If you have questions about whether a Section 32 Waiver Agreement is right for you in your individual situation, call one of our experienced workers compensation attorneys today for a free consultation at 800-671-4927. We would be glad to advise you properly on this important decision.


If I am out of work due to a work related injury, can I be fired or can my employer take away my regular medical insurance?

Unfortunately, nothing in the New York State Workers' Compensation Law protects your job or health insurance while you are out of work due to an on-the-job accident. However, there are some other federal and state laws, such as the Family and Medical Leave Act, COBRA and the Affordable Care Act ("Obamacare") that may provide protections and benefits. Call our office to discuss these potential benefits at 800-671-4927 to discuss these protections with one of our attorneys.


What exactly is Workers' Compensation?

Workers' compensation is simply insurance, 100 percent paid for by your employer, that provides cash benefits and medical care for workers who are injured on the job . Making a claim for workers' compensation should not affect your employment in any way. Filing a claim may seem simple, but obtaining benefits from an adversarial insurance company is often difficult.

Many times workers do not have to lose any time from work in order to get a substantial cash award from workers' compensation. You should contact us today at 800-671-4927 for a FREE CONSULTATION to see if your injury qualifies for a cash award, even if you do not lose time from work.


How much does New York Workers' Compensation pay?

The amount of weekly benefits you receive during your period of lost time from work is based on the gross "average weekly wage" you were earning at the time of your injury. Initially, you should receive approximately 2/3 of your weekly wages, not to exceed the New York State maximum of $808.65 per week, if you were injured after 7/01/14, while you are out of work. For example, if you are injured and you earned on average $750 per week, you would be entitled to up to $500 per week (tax free) in weekly workers' compensation benefits.

However, the insurance company will quickly send you to one of "their doctors" and try to cut your benefits below this level. When this happens, you should contact our law firm to request an emergency court hearing to get you your fair level of benefits. If your weekly workers' compensation benefits have been cut by an insurance company or employer, call us Today toll free at 800-671-4927 for a free consultation to discuss how you can regain your lost benefits.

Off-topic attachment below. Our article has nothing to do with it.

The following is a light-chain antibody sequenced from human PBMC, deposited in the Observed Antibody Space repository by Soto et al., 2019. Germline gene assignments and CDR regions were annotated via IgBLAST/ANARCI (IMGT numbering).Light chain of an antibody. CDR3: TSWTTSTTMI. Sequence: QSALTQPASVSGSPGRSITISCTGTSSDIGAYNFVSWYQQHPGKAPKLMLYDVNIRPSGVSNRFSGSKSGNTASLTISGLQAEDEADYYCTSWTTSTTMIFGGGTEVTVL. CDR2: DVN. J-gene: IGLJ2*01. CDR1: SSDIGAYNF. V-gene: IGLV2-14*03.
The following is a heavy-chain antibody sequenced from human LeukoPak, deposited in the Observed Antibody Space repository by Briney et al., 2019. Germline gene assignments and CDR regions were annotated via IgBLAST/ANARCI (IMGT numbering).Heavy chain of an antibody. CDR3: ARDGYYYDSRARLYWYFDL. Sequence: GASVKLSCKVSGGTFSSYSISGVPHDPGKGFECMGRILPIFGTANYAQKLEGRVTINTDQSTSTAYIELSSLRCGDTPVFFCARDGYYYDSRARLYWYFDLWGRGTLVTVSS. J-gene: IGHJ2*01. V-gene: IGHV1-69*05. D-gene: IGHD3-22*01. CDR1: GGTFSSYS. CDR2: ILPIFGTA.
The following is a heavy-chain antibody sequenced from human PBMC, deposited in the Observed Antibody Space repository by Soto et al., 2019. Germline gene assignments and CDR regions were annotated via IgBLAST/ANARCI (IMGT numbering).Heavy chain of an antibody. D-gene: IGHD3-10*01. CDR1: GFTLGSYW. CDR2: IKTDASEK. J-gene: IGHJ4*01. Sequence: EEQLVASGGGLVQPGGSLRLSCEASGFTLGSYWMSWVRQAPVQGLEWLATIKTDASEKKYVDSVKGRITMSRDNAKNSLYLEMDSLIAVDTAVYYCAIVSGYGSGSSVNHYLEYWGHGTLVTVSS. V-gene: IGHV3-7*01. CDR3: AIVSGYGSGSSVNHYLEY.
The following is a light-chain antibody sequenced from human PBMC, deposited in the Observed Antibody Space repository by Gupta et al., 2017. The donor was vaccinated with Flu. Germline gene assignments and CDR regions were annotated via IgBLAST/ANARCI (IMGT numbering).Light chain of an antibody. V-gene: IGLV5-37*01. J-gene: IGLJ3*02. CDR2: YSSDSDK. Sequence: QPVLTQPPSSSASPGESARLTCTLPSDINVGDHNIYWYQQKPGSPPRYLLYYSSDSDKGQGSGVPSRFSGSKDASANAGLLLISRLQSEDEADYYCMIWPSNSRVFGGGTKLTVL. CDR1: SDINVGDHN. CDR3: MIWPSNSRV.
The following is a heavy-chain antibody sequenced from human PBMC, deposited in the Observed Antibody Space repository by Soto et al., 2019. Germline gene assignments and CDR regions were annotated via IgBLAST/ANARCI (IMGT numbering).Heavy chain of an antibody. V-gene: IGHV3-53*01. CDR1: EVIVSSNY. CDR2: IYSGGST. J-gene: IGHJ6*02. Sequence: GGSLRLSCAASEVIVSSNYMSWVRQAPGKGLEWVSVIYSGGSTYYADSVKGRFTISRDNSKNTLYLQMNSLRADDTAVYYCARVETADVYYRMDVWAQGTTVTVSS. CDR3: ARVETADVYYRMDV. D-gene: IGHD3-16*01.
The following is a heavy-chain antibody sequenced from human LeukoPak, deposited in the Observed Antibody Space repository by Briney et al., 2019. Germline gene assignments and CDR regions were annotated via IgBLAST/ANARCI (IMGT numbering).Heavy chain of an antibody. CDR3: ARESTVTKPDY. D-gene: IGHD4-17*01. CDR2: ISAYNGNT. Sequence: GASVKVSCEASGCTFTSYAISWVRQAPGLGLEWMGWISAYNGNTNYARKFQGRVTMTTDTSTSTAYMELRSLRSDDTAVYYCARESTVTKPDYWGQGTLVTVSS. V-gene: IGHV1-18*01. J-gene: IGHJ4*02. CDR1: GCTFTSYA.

Finally, keep in mind that it is possible for injured workers to get large cash awards for injuries to certain body parts, even if they have not lost any time from work. These are called "Schedule Loss of Use" awards and frequently involve injuries to extremities, such as arms, hands, hips, legs, knees and feet. If you have a work-related injury to one of these body parts, call us today for a free consultation to discuss how much your case may be worth.


When will my weekly workers' compensation benefits begin if I am out of work?

If you are out of work for 14 days or more, cash benefits are payable from the first day you are out of work. Unfortunately, insurance companies frequently delay the first payment while the claim is "under investigation." This is a typical insurance company delaying tactic. Claimants often times hire our firm to expedite their payments when insurance companies unfairly delay payments. If you have been out of work more than two weeks and have not received your first weekly workers' compensation check, call us today at 800-671-4927 so we can expedite your payments. You have bills to pay! We can help!


Who will pay my medical bills for my job accident injury?

The employer's workers' comp insurance company is responsible for 100 percent of all reasonable and necessary medical charges connected with your work injury. There are no deductibles or co-pays, and you do not pay any of the medical costs — ever. This includes hospitals, physicians, ambulance charges, X-rays, crutches, physical therapy and prescription charges. All of your medical expenses are paid if the care is reasonable, necessary, associated with your injury and within the applicable Workers' Compensation Board Medical Guidelines.

No medical provider can request direct payment from the injured worker and no medical provider can request that you use your regular medical insurance once you tell them the injury is work-related. Do not let any medical provider intimidate you into not putting your medical care under workers' comp if you think your injury is truly work-related. A Judge at the New York Workers' Compensation Board will decide if your injury is work related. While not every medical provider in New York has to take workers' compensation insurance, most do and you can often go to the top hospitals in your area for treatment for workers' compensation injuries. If you have questions about workers' compensation medical treatment or treatment denials, call us today at 800-671-4927 for a free consultation.